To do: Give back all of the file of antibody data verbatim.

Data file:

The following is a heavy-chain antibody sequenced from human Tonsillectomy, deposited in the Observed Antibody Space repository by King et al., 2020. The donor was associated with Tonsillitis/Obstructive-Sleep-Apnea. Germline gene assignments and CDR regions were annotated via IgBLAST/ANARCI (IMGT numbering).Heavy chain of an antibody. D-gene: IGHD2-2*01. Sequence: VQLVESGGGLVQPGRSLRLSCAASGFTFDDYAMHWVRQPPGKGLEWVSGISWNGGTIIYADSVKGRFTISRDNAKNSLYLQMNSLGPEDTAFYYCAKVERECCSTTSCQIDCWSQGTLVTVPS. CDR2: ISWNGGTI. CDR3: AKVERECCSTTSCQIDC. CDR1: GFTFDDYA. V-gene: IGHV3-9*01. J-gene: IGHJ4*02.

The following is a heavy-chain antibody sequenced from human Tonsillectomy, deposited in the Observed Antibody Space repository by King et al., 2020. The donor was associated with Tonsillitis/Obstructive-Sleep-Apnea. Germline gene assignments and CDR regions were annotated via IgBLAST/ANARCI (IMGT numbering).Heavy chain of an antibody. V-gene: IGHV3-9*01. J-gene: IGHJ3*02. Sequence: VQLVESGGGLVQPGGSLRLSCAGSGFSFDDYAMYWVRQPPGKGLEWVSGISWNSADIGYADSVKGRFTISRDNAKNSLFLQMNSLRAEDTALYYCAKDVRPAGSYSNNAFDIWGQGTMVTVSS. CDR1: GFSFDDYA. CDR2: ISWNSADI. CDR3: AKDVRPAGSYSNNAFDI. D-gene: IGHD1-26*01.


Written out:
The following is a heavy-chain antibody sequenced from human Tonsillectomy, deposited in the Observed Antibody Space repository by King et al., 2020. The donor was associated with Tonsillitis/Obstructive-Sleep-Apnea. Germline gene assignments and CDR regions were annotated via IgBLAST/ANARCI (IMGT numbering).Heavy chain of an antibody. D-gene: IGHD2-2*01. Sequence: VQLVESGGGLVQPGRSLRLSCAASGFTFDDYAMHWVRQPPGKGLEWVSGISWNGGTIIYADSVKGRFTISRDNAKNSLYLQMNSLGPEDTAFYYCAKVERECCSTTSCQIDCWSQGTLVTVPS. CDR2: ISWNGGTI. CDR3: AKVERECCSTTSCQIDC. CDR1: GFTFDDYA. V-gene: IGHV3-9*01. J-gene: IGHJ4*02.

The following is a heavy-chain antibody sequenced from human Tonsillectomy, deposited in the Observed Antibody Space repository by King et al., 2020. The donor was associated with Tonsillitis/Obstructive-Sleep-Apnea. Germline gene assignments and CDR regions were annotated via IgBLAST/ANARCI (IMGT numbering).Heavy chain of an antibody. V-gene: IGHV3-9*01. J-gene: IGHJ3*02. Sequence: VQLVESGGGLVQPGGSLRLSCAGSGFSFDDYAMYWVRQPPGKGLEWVSGISWNSADIGYADSVKGRFTISRDNAKNSLFLQMNSLRAEDTALYYCAKDVRPAGSYSNNAFDIWGQGTMVTVSS. CDR1: GFSFDDYA. CDR2: ISWNSADI. CDR3: AKDVRPAGSYSNNAFDI. D-gene: IGHD1-26*01.